Earth Day: Engineering for the Developing World

Although birth rates in developed countries have slowed down dramatically, figures from the United Nations (UN) show that the world’s population will hit 9.7 billion by 2050. What’s more, much of this growth will occur in underdeveloped and developing countries. These countries lack the infrastructure to cope with rapid population growth, meaning they will require personnel with expertise in transportation, water, waste disposal, and construction.

To learn more, check out the infographic below created by Norwich University’s Online Master in Civil Engineering program.

Norwich University Master of Civil Engineering Online

Population Growth Trends

According to the UN, 48 underdeveloped countries, which have been responsible for much of the world’s population growth, will continue to experience high birth rates in the future. Out of these countries, 27 are in Africa. With almost all of these countries facing serious financial constraints, they are unlikely to implement sustainable development programs that can spur economic growth. To resolve this problem, these countries should consider collaborating with civil engineers that can help them build and expand health systems, alleviate hunger, build education systems, and enhance the accessibility of basic services. Failure to do so will lead to the degradation of key natural resources including water bodies such as lakes, forests, land, rivers, and wildlife. Over time, population pressure could potentially lead to armed conflict between communities fighting over dwindling and scarce resources.

Exporting Engineering Technology to Underdeveloped Regions

Engineering technologies that have been proven in developed nations can easily resolve some of the major problems facing third world countries. These technologies include:

1. Water desalination

Water desalination technology could be used to resolve water scarcity in drought prone countries. Currently, one in every six people in the world lack access to clean drinking water and demand for this precious commodity is expected to grow by 30% through 2030. Even worse, scientists expect this situation to worsen in the future due to changes in weather patterns that environmental scientists have blamed on global warming.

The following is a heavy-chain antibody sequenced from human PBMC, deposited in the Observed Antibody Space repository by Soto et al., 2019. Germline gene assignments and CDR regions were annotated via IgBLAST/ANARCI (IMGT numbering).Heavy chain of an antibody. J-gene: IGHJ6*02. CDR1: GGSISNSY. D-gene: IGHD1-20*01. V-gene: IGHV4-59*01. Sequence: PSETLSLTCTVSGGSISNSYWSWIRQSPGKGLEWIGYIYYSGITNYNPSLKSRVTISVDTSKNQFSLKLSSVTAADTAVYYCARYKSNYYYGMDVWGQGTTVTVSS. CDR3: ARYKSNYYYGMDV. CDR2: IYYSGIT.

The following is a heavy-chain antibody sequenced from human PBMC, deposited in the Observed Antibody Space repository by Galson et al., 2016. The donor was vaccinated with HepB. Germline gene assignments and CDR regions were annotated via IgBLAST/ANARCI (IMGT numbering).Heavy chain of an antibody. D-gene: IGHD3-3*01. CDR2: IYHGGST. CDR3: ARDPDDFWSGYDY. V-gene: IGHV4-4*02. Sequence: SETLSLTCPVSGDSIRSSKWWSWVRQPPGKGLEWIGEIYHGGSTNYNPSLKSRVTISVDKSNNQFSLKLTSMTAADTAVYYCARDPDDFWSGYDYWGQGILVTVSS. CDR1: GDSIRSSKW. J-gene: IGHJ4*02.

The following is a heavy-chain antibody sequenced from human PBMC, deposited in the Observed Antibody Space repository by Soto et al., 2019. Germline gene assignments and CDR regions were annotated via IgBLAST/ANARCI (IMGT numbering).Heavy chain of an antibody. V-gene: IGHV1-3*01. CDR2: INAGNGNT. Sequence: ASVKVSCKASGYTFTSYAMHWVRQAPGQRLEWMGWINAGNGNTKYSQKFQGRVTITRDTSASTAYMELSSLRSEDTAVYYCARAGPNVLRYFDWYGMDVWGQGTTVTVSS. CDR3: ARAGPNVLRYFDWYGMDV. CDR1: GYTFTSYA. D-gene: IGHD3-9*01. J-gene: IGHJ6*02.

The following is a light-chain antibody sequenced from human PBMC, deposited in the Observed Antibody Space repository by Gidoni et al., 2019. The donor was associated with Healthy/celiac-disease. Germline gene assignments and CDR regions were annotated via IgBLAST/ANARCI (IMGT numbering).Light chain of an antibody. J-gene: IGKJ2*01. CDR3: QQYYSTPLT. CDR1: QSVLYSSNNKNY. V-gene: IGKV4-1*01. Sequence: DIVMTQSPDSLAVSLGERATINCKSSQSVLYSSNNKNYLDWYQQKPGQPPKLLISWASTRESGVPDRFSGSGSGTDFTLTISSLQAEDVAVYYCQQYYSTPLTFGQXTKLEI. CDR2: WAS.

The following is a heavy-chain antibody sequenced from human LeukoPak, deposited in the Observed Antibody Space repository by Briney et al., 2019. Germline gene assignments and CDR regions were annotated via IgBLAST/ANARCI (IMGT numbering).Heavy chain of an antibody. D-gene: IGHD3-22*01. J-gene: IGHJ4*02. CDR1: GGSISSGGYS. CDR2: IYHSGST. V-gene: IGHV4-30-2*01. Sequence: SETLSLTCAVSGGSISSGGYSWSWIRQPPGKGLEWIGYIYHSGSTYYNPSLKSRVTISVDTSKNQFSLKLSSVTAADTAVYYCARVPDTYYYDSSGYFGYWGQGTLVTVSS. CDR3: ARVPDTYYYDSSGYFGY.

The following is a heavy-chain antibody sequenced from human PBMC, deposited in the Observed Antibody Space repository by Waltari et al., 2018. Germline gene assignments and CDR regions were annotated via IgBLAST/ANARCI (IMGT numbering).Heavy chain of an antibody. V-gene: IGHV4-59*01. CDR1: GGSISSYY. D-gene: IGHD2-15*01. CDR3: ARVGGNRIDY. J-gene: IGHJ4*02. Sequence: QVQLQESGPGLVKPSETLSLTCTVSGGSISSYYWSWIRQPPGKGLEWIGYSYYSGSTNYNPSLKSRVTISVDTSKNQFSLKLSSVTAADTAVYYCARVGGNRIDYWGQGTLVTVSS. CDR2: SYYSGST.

In Africa, Ghana is one of the countries struggling to satisfy the water demands of its citizens. In order to supply its citizens with fresh water, the Ghanaian government has built a $125 million water desalination plant in Accra. The Accra Seawater Desalination plant has the capacity to desalinate 15.9 million gallons of water that is distributed to over 300,000 residents of the Greater Accra administrative region every day.

2. Food security and rural development

Food security is another major challenge that many underdeveloped countries are facing. Unlike in the west where most people live in urban centers, most people in underdeveloped countries live in rural areas. For this reason, it is more prudent to prioritize rural development to lower poverty levels. These countries should also invest heavily in agriculture because it is the main economic driver accounting for 60% of all employment opportunities in these countries. In Rwanda, for example, the United Nation’s International Fund for Agricultural Development (IFAD) has funded 15 rural development programs. As a result, approximately 534,300 rural households are direct project beneficiaries of these programs. IFAD’s investments generally aim to solve some of major challenges in Rwanda including food and financial security. Examples of community projects financed by the IFAD include ramping up of food production in irrigated areas and hillsides, export crop farming initiatives, livestock development programs, and development of watershed areas. The IFAD has also funded initiatives that promote rural enterprises.